Real-time monitoring can help with traffic control – computers will have traffic information right at every moment and will be able to apply congestion pricing.

Congestion Pricing

Congestion pricing occurs when there is an excess demand for a certain commodity or service. If people don’t find alternative ways to commute, they will be the main contributor to traffic congestions. Thus, if they want to keep the same behavior, they will be charged for it.

This happens not only on highways but also on railroads. Tickets for train rides on weekends in Europe are more expensive than those on weekdays, for example. Airlines and shipping companies also apply this strategy since they only have limited space at their disposal. The natural benefit that comes out of this is the revenue inflow. Different cases, however, show there are some unexpected benefits to congestion pricing, too.

The London Example

One city that has already benefited from congestion pricing is London. London’s citizens have already been experiencing such an idea in practice since the early 2000s.  In the British capital, motorists pay £11.50 ($14.90) to enter the city center on a weekday. The policy has been in rule for more than 12 years already and has led to some significant benefits. Decrease in traffic and pollution, for sure.

Yet, there is a surprising one, too. A study by three economists at the University of Lancaster found traffic collisions have fallen 40 percent between 2000 and 2010. That drop in accidents is an unintended but a much welcome benefit of the program.

Overall, the program raises more than $300m a year for public transit, reducing accidents by 40%. Still, a flat fee has its shortcomings. The system only covers a part of London and fails to target vehicles traveling for longer and at the most congested times. This is why the city is considering the flexible fare rate.

London’s not the only city that has tried out congestion pricing: Singapore, Stockholm, and Milan all have similar plans in place. A similar plan was proposed in New York City in 2015, too.

Behavioral Shifts

Recently, scholars have started looking for alternative ways to improve traffic on highways. And we mean ways beyond technology or payment systems. They look for something simpler and even cheaper to implement. Something that involves only people themselves.

Berthold Horn, an MIT professor of Computer Science, for example, believes he found a way to improve traffic jams. According to his theory, traffic jams occur largely because of naturally occurring clumps of freeway traffic. They slow down driving and contribute to the increase in pollution. He believes, however, that they can be eliminated if people start looking at the distance between them and the car not only in front of them but also the one behind.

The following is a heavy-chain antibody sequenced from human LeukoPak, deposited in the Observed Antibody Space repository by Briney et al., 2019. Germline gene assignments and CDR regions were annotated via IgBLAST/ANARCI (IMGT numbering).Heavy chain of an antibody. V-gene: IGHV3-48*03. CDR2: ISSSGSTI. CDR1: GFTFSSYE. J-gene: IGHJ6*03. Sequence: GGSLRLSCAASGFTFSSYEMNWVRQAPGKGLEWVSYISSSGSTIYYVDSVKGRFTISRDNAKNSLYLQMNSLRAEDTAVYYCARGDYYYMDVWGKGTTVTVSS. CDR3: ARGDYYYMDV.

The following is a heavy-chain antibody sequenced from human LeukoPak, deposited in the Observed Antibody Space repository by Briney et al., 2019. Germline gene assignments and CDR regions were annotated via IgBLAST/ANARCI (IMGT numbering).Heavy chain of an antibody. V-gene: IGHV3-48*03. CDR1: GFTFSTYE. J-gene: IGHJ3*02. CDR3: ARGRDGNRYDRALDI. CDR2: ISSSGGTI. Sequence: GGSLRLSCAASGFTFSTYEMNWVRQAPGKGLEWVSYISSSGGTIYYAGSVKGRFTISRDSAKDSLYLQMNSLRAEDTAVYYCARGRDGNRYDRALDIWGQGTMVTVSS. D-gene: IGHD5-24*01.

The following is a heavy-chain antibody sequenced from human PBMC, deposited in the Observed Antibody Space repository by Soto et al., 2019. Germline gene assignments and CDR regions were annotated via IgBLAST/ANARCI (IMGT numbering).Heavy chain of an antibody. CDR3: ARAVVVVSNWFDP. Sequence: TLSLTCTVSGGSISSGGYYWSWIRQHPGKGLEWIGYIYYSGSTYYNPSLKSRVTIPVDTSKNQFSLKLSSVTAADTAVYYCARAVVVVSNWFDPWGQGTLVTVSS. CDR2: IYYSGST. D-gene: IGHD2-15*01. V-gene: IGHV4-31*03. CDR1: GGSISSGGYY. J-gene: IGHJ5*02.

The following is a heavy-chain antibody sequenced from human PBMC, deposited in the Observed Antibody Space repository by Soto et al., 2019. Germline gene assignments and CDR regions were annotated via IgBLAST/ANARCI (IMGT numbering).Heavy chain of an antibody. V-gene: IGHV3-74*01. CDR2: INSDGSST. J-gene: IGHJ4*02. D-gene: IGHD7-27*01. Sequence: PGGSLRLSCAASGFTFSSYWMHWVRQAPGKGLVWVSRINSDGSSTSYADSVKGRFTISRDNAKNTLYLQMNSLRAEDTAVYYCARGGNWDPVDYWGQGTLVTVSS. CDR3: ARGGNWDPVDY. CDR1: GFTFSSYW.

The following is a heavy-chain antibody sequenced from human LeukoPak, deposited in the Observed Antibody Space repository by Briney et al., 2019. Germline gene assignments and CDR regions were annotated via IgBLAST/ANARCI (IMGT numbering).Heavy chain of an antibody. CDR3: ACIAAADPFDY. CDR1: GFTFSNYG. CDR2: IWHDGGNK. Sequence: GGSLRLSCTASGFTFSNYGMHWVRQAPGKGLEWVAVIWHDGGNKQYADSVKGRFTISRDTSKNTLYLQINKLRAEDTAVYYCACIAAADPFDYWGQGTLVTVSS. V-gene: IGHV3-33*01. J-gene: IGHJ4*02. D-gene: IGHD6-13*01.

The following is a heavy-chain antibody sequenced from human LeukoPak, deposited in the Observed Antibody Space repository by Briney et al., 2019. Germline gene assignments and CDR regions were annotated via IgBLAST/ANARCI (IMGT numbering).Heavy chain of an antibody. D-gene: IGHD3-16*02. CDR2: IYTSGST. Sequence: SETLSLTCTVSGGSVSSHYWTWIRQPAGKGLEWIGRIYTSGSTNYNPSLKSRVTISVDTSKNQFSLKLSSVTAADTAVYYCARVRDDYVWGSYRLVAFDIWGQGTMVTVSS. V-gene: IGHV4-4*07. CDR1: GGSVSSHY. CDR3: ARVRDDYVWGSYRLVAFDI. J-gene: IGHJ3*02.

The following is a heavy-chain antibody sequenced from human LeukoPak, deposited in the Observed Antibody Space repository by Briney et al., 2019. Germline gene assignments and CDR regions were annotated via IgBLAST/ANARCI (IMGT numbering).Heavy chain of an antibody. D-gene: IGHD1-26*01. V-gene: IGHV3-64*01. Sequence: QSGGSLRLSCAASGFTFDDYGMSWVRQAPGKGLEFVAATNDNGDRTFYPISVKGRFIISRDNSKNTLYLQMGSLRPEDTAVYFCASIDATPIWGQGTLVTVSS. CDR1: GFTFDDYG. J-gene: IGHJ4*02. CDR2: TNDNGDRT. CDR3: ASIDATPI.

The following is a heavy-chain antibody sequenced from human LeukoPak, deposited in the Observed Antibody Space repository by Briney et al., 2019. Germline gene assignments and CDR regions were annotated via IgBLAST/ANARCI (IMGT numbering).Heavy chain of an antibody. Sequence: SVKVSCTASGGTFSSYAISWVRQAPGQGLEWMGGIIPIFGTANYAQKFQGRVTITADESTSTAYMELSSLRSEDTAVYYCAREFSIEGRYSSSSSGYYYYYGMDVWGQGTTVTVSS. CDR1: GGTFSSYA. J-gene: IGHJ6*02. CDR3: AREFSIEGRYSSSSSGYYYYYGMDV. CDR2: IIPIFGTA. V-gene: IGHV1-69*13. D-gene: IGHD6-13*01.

Horn uses mathematical equations to describe how what he calls bilateral control improves the flow of traffic. He states that people have a simple system in their heads to determine what distance they should keep when in traffic. Drivers look at the car ahead and try to maintain a safe distance. If it’s larger, they accelerate, and if it’s shorter – brake. His system suggests that people should develop the same thinking about the car behind them, too.

The only problem with this theory is that it will be hard to teach people to start looking backward. 

People have a natural instinct to constantly look forward when driving. What’s even worse – many have already stopped actively thinking about keeping a safe distance at all. Many cars already come with rearview cameras, and high-end vehicles have something called adaptive cruise control. So people wouldn’t have to think about these things. In fact, today only 18% of the US population knows how to drive a stick. Yet, now we want to make them learn to look back, too. Hmm.

Reality is…

Traffic conditions depend on all of us, really. No matter what policies and technologies officials choose to invest in, it all comes down to who uses them. The truth is none will be effective if people keep being negative about them or even worse – start ignoring them completely.

This is why officials’ first task on fighting traffic congestion is to educate people about the situation and the possible solutions. Maybe even put it to vote. Why not? After all, traffic congestion in each city is caused by different factors.

Maybe it will be better if N.Y. adopts fare lanes, while L.A. opts for a holistic restructuring of the public transport system. Each case should be handled individually to achieve the overall most effective results for the country. And people should have a say.

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About the Author:

Dilyana Dobrinova is a nature & travel enthusiast. With a heart for books, scarves and vintage. Dilyana feels most inspired with a cup of tea in her hand and mellow jazz in the background. She holds an M.A. in International Marketing Management from the Berlin School of Economics and Law in Germany, and two B.As. in Journalism & Mass Communication and Business Administration.